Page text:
TOKYO - Japan passed legislation to lower the voting age to 18 from the current 20 years on Wednesday, allowing teenagers into polling booths for the first time.
The move will bring Japan - where political power resides firmly with the burgeoning older generations - into line with other developed countries and will extend the franchise to an extra 2.4 million 18- and 19-year-olds. These young people are expected to cast their first votes in the Upper House elections scheduled for summer next year, unless the Lower House is dissolved for snap elections before then.
The Bill to revise the public office election law passed the Upper House after being approved in the lower chamber.
Japan last changed its voting rules in the punch-drunk months after its 1945 surrender in World War II, altering the age at which citizens could cast their ballots from 25 to 20.
Around a quarter of Japan's 127 million population are aged 65 or over, a result of low birth rates over the last few decades and no significant immigration.
The proportion is expected to grow to around 40 per cent in a few decades. The inverted age pyramid that this represents - combined with a Confucian respect for elders - has left Japan a country primarily run by, and for the benefit of, old people.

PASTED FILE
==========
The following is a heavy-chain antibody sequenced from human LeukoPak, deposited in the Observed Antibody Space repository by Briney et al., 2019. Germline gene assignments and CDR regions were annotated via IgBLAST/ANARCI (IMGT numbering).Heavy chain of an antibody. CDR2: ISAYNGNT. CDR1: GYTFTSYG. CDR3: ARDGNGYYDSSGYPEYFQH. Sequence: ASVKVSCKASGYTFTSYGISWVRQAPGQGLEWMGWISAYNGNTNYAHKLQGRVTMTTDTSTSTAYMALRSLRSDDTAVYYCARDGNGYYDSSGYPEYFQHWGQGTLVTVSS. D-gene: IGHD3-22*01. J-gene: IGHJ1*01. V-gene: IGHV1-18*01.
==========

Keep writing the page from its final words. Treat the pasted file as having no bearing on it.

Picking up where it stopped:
Both the main ruling Liberal Democratic Party (LDP) and the biggest opposition group, the Democratic Party of Japan (DPJ), backed the change in the hope of gaining more support from new voters.
"Originally, the DPJ wanted to lower the age limit because the party thought it could get more votes from the younger generation for its centre-left policies," said politics professor Mari Miura of Sophia University in Tokyo. "Now, some politicians think young people might actually be less liberal and more conservative, and the initiative this time comes from the LDP."
In the last general election in December, more than 68 per cent of Japanese in their 60s voted, compared with about 33 per cent of those in their 20s, according to estimates by the Ministry of Internal Affairs and Communications. The overall turnout rate slumped to a post-war low and the polls were won by Prime Minister Shinzo Abe's LDP.
Another example of the power of the elderly vote came last month when a proposal for local government reform in Osaka was abandoned after it was voted down in a public referendum. The rejection came despite the fact that residents in all age groups except those age 70 or over had voted in favour, according to an exit poll by the Asahi newspaper and TV Asahi.
AGENCE FRANCE-PRESSE, BLOOMBERG